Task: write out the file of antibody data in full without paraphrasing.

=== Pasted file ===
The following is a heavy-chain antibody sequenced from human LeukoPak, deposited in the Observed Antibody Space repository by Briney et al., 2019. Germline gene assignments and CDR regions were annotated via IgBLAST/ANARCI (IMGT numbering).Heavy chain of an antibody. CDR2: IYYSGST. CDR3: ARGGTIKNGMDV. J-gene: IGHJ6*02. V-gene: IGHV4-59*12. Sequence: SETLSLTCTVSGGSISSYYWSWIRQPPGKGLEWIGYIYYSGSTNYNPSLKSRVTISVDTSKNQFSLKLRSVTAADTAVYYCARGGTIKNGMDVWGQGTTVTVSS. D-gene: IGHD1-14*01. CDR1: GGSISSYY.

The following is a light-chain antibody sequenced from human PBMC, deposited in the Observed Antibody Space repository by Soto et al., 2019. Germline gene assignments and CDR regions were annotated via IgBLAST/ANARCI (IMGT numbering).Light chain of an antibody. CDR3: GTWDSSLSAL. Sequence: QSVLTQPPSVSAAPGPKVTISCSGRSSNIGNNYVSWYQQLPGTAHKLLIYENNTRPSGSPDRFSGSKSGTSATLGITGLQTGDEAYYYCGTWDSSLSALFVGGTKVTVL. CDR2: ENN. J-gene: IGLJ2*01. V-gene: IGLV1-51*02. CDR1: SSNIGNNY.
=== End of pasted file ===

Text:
The following is a heavy-chain antibody sequenced from human LeukoPak, deposited in the Observed Antibody Space repository by Briney et al., 2019. Germline gene assignments and CDR regions were annotated via IgBLAST/ANARCI (IMGT numbering).Heavy chain of an antibody. CDR2: IYYSGST. CDR3: ARGGTIKNGMDV. J-gene: IGHJ6*02. V-gene: IGHV4-59*12. Sequence: SETLSLTCTVSGGSISSYYWSWIRQPPGKGLEWIGYIYYSGSTNYNPSLKSRVTISVDTSKNQFSLKLRSVTAADTAVYYCARGGTIKNGMDVWGQGTTVTVSS. D-gene: IGHD1-14*01. CDR1: GGSISSYY.

The following is a light-chain antibody sequenced from human PBMC, deposited in the Observed Antibody Space repository by Soto et al., 2019. Germline gene assignments and CDR regions were annotated via IgBLAST/ANARCI (IMGT numbering).Light chain of an antibody. CDR3: GTWDSSLSAL. Sequence: QSVLTQPPSVSAAPGPKVTISCSGRSSNIGNNYVSWYQQLPGTAHKLLIYENNTRPSGSPDRFSGSKSGTSATLGITGLQTGDEAYYYCGTWDSSLSALFVGGTKVTVL. CDR2: ENN. J-gene: IGLJ2*01. V-gene: IGLV1-51*02. CDR1: SSNIGNNY.